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HIV Treatment Success

UK drug trial gives promising results in fight against disease

A British man suffering from HIV is one of the first of 50 people to complete a trial for a new treatment aimed at combatting the disease, resulting in it becoming undetectable in the man’s blood, creating hope for a potential cure for the life altering disease.

Treatments for HIV have long been the subject of intense scientific research, but the nature of the disease itself has always been the most difficult obstacle to overcome. HIV, or human immunodeficiency virus, works by infecting and ultimately killing the very cells that are designed to protect the body from infection. CD4 cells, a type of white blood cell, send signals alerting the immune system to the presence of intruders such as viruses, but these are hijacked by the HIV virus, which uses the cell’s own machinery to replicate itself and then spread throughout the body. This results in a deadly combination of the disease not only being ignored by the immune system, but being replicated by it.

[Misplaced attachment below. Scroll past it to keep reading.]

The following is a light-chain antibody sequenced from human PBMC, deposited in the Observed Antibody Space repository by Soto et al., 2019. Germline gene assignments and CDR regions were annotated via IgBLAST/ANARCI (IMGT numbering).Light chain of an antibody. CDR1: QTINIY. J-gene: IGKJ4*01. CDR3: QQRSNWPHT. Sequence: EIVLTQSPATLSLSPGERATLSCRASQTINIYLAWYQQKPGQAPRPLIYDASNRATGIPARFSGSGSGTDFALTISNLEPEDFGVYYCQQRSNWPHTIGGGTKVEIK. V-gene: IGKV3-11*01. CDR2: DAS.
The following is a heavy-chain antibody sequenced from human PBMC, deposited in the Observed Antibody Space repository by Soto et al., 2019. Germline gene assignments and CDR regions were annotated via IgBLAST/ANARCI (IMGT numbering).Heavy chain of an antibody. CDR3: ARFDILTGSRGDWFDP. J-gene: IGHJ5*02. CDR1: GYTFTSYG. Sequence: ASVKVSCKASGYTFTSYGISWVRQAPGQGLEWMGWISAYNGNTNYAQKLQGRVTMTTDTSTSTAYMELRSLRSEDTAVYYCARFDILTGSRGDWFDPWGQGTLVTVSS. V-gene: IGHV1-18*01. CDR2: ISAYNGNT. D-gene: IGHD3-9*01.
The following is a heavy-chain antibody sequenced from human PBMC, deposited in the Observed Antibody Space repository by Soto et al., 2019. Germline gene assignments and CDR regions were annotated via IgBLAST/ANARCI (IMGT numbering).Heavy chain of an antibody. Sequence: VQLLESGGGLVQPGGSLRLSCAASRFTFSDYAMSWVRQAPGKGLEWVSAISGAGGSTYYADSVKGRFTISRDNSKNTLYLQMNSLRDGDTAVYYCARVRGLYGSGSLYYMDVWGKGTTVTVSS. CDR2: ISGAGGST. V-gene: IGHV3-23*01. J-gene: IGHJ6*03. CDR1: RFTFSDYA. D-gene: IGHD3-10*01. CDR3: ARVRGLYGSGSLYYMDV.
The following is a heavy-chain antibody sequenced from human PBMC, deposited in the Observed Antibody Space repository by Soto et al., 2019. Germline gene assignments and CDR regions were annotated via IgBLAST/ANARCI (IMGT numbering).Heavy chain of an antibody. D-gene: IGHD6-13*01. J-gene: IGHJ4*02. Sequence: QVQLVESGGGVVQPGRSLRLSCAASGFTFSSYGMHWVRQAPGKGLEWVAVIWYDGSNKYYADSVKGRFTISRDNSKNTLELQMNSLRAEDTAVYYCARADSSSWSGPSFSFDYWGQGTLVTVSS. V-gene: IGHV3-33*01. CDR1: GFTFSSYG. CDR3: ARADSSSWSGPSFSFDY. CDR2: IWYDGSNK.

Current HIV treatment, known as antiretroviral therapy or ART, uses a combination of drugs to treat the infection and control the disease to a level that allows the patient to live a longer, healthier life with reduced risk of transmission. The medicines used work by preventing replication of the virus and hence reduces the level of HIV in the body, thus allowing the immune system to recover to the extent of being capable of fighting off other infections. Without this treatment the immune system will become severely damaged and the infection progresses to AIDS, or acquired immune deficiency syndrome, where life threatening illnesses such as cancer occur.

The new treatment, a product of a collaboration between five of the UK’s leading universities, focuses on a two stage mechanism. Firstly the patients are given a vaccine which increases the immune system’s ability to recognise and destroy HIV-infected cells, before they are given a second drug called Vorinostat which activates any dormant, and hence previously unrecognisable, infected cells in the hope that these are then located and killed also. Therefore the aim of this treatment is to eradicate all traces of the virus, as dormant cells have previously proved incredibly difficult to tackle.

There are some sceptics of the new treatment, particularly due to the claim of the virus being undetectable in the blood, as this is often achieved by ART due to its lowering of the HIV concentration in the body. This infers that the real result will only be obvious when the antiretroviral drugs have worn off, although others believe that targeting and killing the dormant HIV cells is the key to a sustainable cure as these are the most difficult and often the ones that remain in low levels after ART.

Image: Cameron Neylon/flickr

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